After passing through a stage close to romanticism, represented by a series of self-portraits and the painting Lovers in the Countryside (1844, Museum of Fine Arts, Lyon), Courbet began to question both romanticism and academic classicism. He rejected these traditions for, as he called it, a new type of “positive” art, which re-created life in a state of flux, affirmed the material significance of the world, and denied the artistic value of that which could not be embodied palpably and concretely.

A desire to reveal the significance and poetry of everyday life and of the French provincial countryside led Courbet to create major canvases imbued with realistic spirit, for example, After Dinner at Ornans (1849, Museum of Fine Arts, Lille), Burial at Ornans (1849, Louvre, Paris), and The Village Damsels (1851, Metropolitan Museum, New York). The composition of his works from this period is marked by confined space, static equilibrium of forms, compact or friezelike grouping of figures (as in Burial at Ornans), and subdued palettes.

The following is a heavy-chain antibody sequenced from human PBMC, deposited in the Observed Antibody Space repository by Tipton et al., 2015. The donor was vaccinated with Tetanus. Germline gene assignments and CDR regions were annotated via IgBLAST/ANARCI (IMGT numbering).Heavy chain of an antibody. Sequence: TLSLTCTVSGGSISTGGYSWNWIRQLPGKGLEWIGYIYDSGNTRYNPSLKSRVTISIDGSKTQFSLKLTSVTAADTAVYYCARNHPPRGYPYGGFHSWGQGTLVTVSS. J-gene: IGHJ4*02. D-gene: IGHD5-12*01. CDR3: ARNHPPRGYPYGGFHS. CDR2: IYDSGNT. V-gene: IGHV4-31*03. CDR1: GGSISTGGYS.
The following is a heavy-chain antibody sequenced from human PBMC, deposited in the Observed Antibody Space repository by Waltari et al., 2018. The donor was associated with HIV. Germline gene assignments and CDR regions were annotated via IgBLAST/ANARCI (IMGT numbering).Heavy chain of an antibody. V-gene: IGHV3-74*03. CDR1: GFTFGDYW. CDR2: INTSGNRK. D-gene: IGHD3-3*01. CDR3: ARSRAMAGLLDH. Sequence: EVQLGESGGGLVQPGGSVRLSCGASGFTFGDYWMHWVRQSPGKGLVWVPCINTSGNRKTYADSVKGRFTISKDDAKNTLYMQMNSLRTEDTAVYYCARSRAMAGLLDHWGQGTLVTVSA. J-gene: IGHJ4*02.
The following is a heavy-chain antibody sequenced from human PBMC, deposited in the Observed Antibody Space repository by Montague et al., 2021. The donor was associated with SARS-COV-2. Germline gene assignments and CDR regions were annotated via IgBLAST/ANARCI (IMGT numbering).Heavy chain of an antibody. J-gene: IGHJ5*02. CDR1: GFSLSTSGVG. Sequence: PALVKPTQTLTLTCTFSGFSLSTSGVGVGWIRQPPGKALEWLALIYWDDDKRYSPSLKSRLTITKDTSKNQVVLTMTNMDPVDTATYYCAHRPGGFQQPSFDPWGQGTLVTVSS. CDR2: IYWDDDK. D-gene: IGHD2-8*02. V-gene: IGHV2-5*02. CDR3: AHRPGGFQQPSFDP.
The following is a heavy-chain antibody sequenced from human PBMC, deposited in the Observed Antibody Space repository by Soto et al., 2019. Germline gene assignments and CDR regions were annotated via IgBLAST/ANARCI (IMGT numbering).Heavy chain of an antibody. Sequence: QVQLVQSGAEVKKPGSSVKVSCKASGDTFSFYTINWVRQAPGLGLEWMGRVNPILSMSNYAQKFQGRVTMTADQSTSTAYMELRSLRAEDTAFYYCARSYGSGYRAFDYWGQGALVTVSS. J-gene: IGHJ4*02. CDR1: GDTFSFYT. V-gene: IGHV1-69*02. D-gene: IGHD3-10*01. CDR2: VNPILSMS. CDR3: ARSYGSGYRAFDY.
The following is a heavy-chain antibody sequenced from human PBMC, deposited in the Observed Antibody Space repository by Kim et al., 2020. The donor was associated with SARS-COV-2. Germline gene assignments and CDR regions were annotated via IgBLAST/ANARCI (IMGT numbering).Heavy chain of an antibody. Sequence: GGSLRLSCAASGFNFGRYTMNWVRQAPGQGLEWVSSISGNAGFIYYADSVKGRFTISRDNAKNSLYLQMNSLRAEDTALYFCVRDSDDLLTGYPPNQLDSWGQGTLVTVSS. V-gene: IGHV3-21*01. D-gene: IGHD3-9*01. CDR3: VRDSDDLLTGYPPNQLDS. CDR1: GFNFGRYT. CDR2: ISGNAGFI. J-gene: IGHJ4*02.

Courbet was particularly interested in the theme of labor, which he understood as a process that enervated yet exalted man. This interest led him to seek images that were heroic, typical, and sculpturally expressive (for example, The Stone Breakers, 1849, destroyed, formerly in the Dresden Picture Gallery; The Winnowers, 1854). In The Bathers (1853, Musée Fabré, Montpellier), Courbet depicted women from the countryside with emphatic honesty, boldly setting the nude figures in a realistic landscape. True to the democratic ideals of his era, he treated social themes with critical acuteness, approaching the grotesque in the painting Returning From the Conference (destroyed; sketch, 1862, Public Art Collection, Basel) and in a series of anticlerical drawings (1863).